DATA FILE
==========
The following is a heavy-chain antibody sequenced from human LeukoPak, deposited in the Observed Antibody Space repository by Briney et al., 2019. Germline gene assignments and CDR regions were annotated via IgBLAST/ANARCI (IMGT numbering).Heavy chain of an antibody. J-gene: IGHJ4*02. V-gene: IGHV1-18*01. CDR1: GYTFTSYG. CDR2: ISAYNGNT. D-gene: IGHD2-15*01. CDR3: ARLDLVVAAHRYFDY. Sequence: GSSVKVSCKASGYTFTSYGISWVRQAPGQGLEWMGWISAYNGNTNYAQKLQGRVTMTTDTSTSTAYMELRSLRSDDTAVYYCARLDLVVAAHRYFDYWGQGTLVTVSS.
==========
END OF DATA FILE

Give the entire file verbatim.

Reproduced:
The following is a heavy-chain antibody sequenced from human LeukoPak, deposited in the Observed Antibody Space repository by Briney et al., 2019. Germline gene assignments and CDR regions were annotated via IgBLAST/ANARCI (IMGT numbering).Heavy chain of an antibody. J-gene: IGHJ4*02. V-gene: IGHV1-18*01. CDR1: GYTFTSYG. CDR2: ISAYNGNT. D-gene: IGHD2-15*01. CDR3: ARLDLVVAAHRYFDY. Sequence: GSSVKVSCKASGYTFTSYGISWVRQAPGQGLEWMGWISAYNGNTNYAQKLQGRVTMTTDTSTSTAYMELRSLRSDDTAVYYCARLDLVVAAHRYFDYWGQGTLVTVSS.